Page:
Apple announced its iWatch yesterday, and it’s likely to become an icon among the hip crowd, among which I’m unhesitatingly not counting myself. But notwithstanding the forces that drive Apple addicts to buy everything under that famous logo, useful or not, iWatch does open some interesting questions and suggest some interesting trends. So while I’m not rushing out to get one, I do propose to look at what the announcement could mean for the industry, but in particular for mobility and contextual services. We may all be rushing to dance to Apple’s new tune, in a sense, Apple fans or not.
With the exception of biometrics, there’s not much that you can do with an iWatch that you couldn’t do with an iPhone in a pure-function sense, and even Apple isn’t likely to be relying on simplistic repackaging functionality as the basis for its growth in share price. In my view, iWatch is intended to be a step along a trend line that has taken us from phones as instruments of calling to phones as a means of driving our lives along.
Most of what people do with smartphones require, no surprise, that you access the phone. You dig it out of the pocket or purse and diddle with it to text, answer IMs or emails, update social networks. That’s more convenient than sitting down at the computer, but it’s still not exactly instant gratification. First and foremost, the iWatch is about improving the gratification dimension. It’s a handy agent element for the iPhone, a more generalized extension than a Bluetooth headset but like a headset it lets you do something without handling the phone itself. Somebody calls or texts, and instead of digging for the phone you look at your iWatch to see who and what. You can generate simple responses, you can mute the alert, all without diddling with your phone.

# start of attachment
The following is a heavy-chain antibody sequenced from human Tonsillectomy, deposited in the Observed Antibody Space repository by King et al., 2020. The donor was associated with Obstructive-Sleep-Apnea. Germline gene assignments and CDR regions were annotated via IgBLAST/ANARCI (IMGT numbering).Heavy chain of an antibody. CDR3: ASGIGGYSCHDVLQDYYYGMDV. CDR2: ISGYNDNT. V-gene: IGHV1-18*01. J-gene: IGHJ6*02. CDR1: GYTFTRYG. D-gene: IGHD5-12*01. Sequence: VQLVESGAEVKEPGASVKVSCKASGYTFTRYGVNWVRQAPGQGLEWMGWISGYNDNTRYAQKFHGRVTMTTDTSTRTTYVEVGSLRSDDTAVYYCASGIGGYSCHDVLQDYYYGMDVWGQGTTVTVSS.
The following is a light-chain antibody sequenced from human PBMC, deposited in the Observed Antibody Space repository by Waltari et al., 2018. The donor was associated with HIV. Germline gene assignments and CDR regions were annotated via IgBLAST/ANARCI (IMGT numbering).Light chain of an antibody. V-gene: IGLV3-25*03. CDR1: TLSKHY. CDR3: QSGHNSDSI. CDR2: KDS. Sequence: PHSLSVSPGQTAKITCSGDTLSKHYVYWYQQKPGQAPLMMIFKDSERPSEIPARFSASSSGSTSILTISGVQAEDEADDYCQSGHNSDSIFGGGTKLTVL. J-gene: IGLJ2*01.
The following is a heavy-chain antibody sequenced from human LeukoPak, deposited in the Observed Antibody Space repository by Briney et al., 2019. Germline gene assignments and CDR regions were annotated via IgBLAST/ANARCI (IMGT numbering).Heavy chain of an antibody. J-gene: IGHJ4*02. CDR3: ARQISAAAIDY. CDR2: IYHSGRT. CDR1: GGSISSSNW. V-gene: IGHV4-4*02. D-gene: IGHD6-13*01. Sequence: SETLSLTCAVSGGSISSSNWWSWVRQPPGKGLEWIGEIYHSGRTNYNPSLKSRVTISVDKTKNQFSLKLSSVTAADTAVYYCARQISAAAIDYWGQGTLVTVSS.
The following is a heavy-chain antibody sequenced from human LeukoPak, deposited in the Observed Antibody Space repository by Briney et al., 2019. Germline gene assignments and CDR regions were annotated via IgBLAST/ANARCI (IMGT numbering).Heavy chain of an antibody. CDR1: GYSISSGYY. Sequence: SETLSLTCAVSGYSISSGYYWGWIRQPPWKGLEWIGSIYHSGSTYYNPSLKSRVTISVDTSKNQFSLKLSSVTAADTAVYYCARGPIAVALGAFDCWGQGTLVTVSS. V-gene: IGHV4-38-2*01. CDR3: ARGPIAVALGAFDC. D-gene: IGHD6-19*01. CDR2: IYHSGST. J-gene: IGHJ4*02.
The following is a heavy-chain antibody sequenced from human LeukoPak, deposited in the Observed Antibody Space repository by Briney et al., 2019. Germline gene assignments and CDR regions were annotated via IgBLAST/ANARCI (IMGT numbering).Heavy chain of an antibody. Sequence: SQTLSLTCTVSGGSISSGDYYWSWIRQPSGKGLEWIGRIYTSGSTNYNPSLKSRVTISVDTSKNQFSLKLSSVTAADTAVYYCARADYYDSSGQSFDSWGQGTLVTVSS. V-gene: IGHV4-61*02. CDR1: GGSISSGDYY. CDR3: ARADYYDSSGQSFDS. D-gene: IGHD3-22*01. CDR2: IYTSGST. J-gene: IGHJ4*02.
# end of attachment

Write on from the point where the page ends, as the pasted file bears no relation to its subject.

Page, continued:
Cynics among us might say that this is another gilding of the lily but I have to point out that cellphones gilded the black phone lily and smartphones did the same for cellphones. The truth is that we’re trying to figure out how to best interact with a gadget whose role in our lives is expanding radically and rapidly. The iWatch may not have all the answers at this point, but it’s asking an important question about how to best support interactions with a device that’s more than a phone and getting more functional every day.
The big question for iWatch, in my view, is where it might drive Siri. Our same hypothetical cynics will look at the small face and limited messaging capabilities of the iWatch and suggest that it will further trivialize human interaction. Yuppies will refuse to communicate with anything other than iWatch-suggested texts and eventually carry this simple-polysyllabic model to the rest of their lives, making conversation seem like it’s extracted from first-grade reading material. Well, maybe. It seems more likely that what will happen is that iWatch will create enormous pressure for voice control and response, and then for what I’ve been calling “contextual services”.